Blog: Rick Sherman Welcome! In addition to data integration, my BeyeNETWORK blog will include observations on the business and technology of performance management, business intelligence and data warehousing. Most posts will be hosted on my Data Doghouse blog, so feel free to leave comments here or on the Data Doghouse. If you'd like to suggest topics or ask me any questions, please email me at Copyright 2019 Thu, 17 Jun 2010 14:48:21 -0700 Reinventing the BI Solution You Already Have - A Series of Unfortunate Data Warehousing/Business Intelligence Events #1 (This is part of our ongoing Series of Unfortunate Data Warehousing and Business Intelligence Events. Click for the complete series, so far.)

A fundamental flaw of many business intelligence solutions is recreating what the company is already using for reporting and analysis. This takes one of two paths:

1)    The data warehouse is built using essentially the source systems' data model.
2)    The other end of the spectrum from 3NF is recreating your current reporting solutions, often data shadow systems or spreadmarts, that basically flatten out the data.

Click to read the complete post at the Data Doghouse.
]]> Thu, 17 Jun 2010 14:48:21 -0700
A Series of Unfortunate Data Warehousing/Business Intelligence Events
Who makes these unfortunate mistakes? Newcomers, mostly. But don't be surprised to see experienced practitioners, who made these mistakes as newcomers, keep making the same mistakes.

Click to read the rest of this blog post on the Data Doghouse.
]]> Business Intelligence Wed, 16 Jun 2010 14:45:27 -0700
The Battle for the Status Quo iStock_000003552667XSmall.jpgIt's a vicious battle. No, I am not talking about the partisan wars between the Democrats and Republicans, but this battle also impedes progress. Nor am I talking about the decades- or centuries-old rivalries between religious or ethnic groups across the globe, but this battle has been going on within enterprises since their first use of computers.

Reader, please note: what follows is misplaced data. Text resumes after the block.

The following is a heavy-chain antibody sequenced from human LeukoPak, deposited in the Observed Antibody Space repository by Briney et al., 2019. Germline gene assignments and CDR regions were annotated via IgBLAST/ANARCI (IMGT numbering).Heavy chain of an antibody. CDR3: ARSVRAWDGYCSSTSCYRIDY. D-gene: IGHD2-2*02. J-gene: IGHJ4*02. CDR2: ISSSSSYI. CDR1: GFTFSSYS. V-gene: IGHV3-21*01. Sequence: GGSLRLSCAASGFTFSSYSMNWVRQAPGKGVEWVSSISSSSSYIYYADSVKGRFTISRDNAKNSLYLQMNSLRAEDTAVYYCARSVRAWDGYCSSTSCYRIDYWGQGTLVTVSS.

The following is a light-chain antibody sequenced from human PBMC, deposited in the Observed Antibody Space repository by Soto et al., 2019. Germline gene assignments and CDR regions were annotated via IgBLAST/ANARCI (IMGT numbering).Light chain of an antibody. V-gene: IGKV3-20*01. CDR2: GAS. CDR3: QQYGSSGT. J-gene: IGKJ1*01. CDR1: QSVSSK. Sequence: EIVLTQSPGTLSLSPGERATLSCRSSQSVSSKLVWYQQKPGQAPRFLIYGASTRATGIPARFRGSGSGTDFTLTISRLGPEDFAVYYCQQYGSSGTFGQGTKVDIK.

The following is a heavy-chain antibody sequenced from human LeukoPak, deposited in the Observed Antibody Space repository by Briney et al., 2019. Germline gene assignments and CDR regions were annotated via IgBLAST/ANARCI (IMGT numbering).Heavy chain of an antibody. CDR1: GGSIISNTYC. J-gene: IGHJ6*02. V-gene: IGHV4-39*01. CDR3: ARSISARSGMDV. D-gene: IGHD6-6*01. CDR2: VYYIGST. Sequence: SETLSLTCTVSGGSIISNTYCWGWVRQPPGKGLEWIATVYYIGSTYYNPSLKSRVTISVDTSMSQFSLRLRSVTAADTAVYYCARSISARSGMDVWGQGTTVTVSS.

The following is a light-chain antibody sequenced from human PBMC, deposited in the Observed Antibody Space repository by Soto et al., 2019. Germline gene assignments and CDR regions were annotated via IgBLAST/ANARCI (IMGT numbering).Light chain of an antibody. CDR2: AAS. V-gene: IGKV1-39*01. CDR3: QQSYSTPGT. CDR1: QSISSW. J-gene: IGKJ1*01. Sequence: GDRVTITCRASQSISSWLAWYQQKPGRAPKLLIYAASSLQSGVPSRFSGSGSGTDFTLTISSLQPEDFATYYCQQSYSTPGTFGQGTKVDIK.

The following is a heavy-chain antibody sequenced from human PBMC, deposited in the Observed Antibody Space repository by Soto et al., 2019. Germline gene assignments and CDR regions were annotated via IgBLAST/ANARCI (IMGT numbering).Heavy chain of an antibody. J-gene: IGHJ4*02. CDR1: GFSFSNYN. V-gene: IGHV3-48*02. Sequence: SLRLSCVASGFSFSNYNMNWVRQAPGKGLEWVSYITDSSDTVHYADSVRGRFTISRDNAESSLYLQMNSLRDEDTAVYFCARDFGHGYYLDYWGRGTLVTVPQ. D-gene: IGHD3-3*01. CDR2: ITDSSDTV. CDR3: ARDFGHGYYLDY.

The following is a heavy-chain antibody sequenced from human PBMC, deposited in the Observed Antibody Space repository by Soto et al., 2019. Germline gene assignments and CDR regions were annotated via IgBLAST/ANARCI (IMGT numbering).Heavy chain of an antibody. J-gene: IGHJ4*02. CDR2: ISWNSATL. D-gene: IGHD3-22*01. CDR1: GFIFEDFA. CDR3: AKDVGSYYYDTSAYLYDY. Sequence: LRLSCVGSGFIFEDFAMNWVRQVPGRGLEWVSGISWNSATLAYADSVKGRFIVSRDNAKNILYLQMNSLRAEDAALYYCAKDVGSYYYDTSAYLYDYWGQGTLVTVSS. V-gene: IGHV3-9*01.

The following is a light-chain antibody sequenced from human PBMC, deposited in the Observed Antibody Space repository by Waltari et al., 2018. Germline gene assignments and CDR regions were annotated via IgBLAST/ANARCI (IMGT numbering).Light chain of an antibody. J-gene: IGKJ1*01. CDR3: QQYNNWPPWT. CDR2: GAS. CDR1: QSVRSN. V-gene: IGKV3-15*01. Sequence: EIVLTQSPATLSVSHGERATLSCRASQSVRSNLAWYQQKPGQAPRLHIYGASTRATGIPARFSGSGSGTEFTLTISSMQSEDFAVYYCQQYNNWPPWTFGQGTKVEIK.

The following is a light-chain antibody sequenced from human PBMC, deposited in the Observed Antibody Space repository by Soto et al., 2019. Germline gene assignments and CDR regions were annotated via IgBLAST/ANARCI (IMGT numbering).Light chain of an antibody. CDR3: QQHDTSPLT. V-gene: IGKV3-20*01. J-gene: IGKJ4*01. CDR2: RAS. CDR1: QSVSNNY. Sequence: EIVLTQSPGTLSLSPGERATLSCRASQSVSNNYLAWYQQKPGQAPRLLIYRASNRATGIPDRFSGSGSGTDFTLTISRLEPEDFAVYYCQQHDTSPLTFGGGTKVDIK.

The battle is between the curious and the cautious regarding the use of technology. The curious would call themselves innovators while the cautious call them reckless. The cautious consider themselves prudent while the curious call them Luddites.

This battle isn't just being fought on the fringes of the technology adoption curve. It's raging smack in the middle of mainstream technology - including technology that's already become a best practice within Fortune 1000 companies.


]]> Business Intelligence Wed, 09 Dec 2009 16:57:46 -0700
ETL tools: Don't Forget About the Little Dogs bigdoglittledog.jpgI'm not only concerned about hand-coding versus ETL tools;  I'm also concerned that potential buyers of ETL tools and the market in general are only looking at a small number of players in the ETL marketplace.

For many years industry analyst research groups have identified the top two product vendors: Informatica and IBM (from its acquisition of Ascential Software). So, naturally, these two appear on any evaluation shortlist. The rest of the evaluation shortlist usually includes the bundled products (mentioned in my recent posts) that come with the databases, BI tools or applications that the evaluating company already owns. Beyond these usual suspects, other ETL or data integration products are pretty obscure and almost invisible, at least from a general market perspective.

>>>Continue this post on The Data Doghouse
]]> ETL Tue, 17 Nov 2009 09:46:23 -0700
Data Integration: Hand-coding Using ETL Tools Part 2 hand-stop.jpgThis is a continuation of an earlier post that discussed the problems of hand-coding using ETL tools.

What Went Wrong?

There are two aspects of effectively leveraging an ETL tool. First is learning the tool's mechanics. e.g. taking the tool vendors' training either in a class or through their on-line tutorials. Most IT people have no problem learning a tool's syntax.  Since they most likely already know SQL, they learn the tool very quickly.

But the second aspect actually involves understanding ETL processes. This includes knowing the data-integration processes needed to gather, conform, cleanse and transform; understanding not only what is dimensional modeling but why and how do you deploy it; being able to implement slowly changing dimensions (SCD) and change data capture (CDC); understanding the data demands of business intelligence; and being able to implement error handling and conditional processing.